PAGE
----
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David ColeJohn Yoo; drawing by David Levine
Whatever else you might say about John Yoo, the former Justice Department lawyer who drafted several memos in 2002 authorizing the CIA to commit torture, you have to admit that he’s not in the least embarrassed by the condemnation of his peers. On February 19, the Justice Department released a set of previously confidential reports by its Office of Professional Responsibility (OPR) excoriating Yoo’s legal work—but stopped short of referring him for professional discipline by his state bar association. Since then Yoo has written Op-Eds for The Wall Street Journal and The Philadelphia Inquirer trumpeting his “victory.” In the Wall Street Journal piece, entitled “My Gift to the Obama Presidency,” Yoo argued that President Obama owes him a debt of gratitude for “winning a drawn-out fight to protect his powers as commander in chief to wage war and keep Americans safe.” Four days later, in The Philadelphia Inquirer, Yoo called the decision not to refer him for bar discipline “a victory for the people fighting the war on terror.”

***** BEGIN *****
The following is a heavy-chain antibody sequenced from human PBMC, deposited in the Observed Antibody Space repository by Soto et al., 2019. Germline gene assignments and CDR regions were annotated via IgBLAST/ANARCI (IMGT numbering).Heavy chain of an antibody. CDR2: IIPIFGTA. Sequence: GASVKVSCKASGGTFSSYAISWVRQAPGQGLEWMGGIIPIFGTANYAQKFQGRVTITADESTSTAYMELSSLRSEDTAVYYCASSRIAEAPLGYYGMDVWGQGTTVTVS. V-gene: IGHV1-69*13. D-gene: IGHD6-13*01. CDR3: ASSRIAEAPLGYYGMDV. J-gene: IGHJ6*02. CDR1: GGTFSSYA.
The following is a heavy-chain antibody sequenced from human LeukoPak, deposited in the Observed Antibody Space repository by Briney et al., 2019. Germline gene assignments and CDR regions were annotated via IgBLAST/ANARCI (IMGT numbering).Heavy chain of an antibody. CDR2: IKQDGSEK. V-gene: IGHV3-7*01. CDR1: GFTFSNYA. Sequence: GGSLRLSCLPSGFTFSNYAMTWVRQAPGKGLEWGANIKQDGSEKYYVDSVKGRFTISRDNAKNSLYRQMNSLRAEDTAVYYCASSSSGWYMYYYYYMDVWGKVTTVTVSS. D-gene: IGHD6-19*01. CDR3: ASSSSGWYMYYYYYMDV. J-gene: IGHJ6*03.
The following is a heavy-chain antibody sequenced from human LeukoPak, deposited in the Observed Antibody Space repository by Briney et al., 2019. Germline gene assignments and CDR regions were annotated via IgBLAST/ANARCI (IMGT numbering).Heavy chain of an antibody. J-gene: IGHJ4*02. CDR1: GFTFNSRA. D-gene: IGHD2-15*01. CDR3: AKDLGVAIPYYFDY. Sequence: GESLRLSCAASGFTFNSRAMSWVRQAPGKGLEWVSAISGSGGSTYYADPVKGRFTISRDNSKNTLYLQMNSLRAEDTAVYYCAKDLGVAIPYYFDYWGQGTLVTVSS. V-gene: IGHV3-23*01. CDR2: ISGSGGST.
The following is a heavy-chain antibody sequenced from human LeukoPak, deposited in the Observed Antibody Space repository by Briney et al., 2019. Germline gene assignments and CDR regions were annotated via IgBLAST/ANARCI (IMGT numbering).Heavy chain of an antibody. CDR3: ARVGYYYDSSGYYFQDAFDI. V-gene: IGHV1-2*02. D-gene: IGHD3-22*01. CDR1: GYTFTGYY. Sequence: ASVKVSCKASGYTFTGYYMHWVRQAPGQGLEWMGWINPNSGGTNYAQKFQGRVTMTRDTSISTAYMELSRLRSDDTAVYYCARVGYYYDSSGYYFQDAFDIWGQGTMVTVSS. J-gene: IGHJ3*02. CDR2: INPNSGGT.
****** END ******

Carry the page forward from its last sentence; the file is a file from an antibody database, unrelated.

This is a bit like a child coming home with an F on his report card and telling his parents that they should congratulate him for not getting suspended, or President Clinton proclaiming to Hillary that Congress’s failure to impeach him was a vindication of his affair with Monica Lewinsky.
Yoo’s theory, that a president by virtue of winning an election gets to be absolute lord and master over the country for the next four years, is disturbing. But you have to give the guy credit; he seems equally OK with letting Obama having the power of life and death over him.